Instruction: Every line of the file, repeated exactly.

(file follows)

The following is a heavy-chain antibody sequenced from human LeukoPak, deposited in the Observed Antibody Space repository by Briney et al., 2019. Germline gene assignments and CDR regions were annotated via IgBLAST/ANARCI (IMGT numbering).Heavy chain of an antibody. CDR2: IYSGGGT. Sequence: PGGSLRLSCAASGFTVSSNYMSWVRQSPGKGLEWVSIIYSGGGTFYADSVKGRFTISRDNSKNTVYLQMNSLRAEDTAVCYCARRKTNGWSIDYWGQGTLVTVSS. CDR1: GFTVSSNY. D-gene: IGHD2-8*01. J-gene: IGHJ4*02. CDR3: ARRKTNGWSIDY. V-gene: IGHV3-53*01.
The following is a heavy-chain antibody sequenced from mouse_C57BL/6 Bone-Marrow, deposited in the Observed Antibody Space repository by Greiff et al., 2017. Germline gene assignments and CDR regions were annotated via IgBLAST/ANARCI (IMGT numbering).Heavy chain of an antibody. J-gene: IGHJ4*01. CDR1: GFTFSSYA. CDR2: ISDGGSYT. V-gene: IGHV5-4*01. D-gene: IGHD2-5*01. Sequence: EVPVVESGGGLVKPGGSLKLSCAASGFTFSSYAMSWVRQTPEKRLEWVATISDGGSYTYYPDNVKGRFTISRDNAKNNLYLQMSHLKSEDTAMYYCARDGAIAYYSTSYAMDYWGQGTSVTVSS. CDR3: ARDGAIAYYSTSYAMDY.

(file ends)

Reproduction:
The following is a heavy-chain antibody sequenced from human LeukoPak, deposited in the Observed Antibody Space repository by Briney et al., 2019. Germline gene assignments and CDR regions were annotated via IgBLAST/ANARCI (IMGT numbering).Heavy chain of an antibody. CDR2: IYSGGGT. Sequence: PGGSLRLSCAASGFTVSSNYMSWVRQSPGKGLEWVSIIYSGGGTFYADSVKGRFTISRDNSKNTVYLQMNSLRAEDTAVCYCARRKTNGWSIDYWGQGTLVTVSS. CDR1: GFTVSSNY. D-gene: IGHD2-8*01. J-gene: IGHJ4*02. CDR3: ARRKTNGWSIDY. V-gene: IGHV3-53*01.
The following is a heavy-chain antibody sequenced from mouse_C57BL/6 Bone-Marrow, deposited in the Observed Antibody Space repository by Greiff et al., 2017. Germline gene assignments and CDR regions were annotated via IgBLAST/ANARCI (IMGT numbering).Heavy chain of an antibody. J-gene: IGHJ4*01. CDR1: GFTFSSYA. CDR2: ISDGGSYT. V-gene: IGHV5-4*01. D-gene: IGHD2-5*01. Sequence: EVPVVESGGGLVKPGGSLKLSCAASGFTFSSYAMSWVRQTPEKRLEWVATISDGGSYTYYPDNVKGRFTISRDNAKNNLYLQMSHLKSEDTAMYYCARDGAIAYYSTSYAMDYWGQGTSVTVSS. CDR3: ARDGAIAYYSTSYAMDY.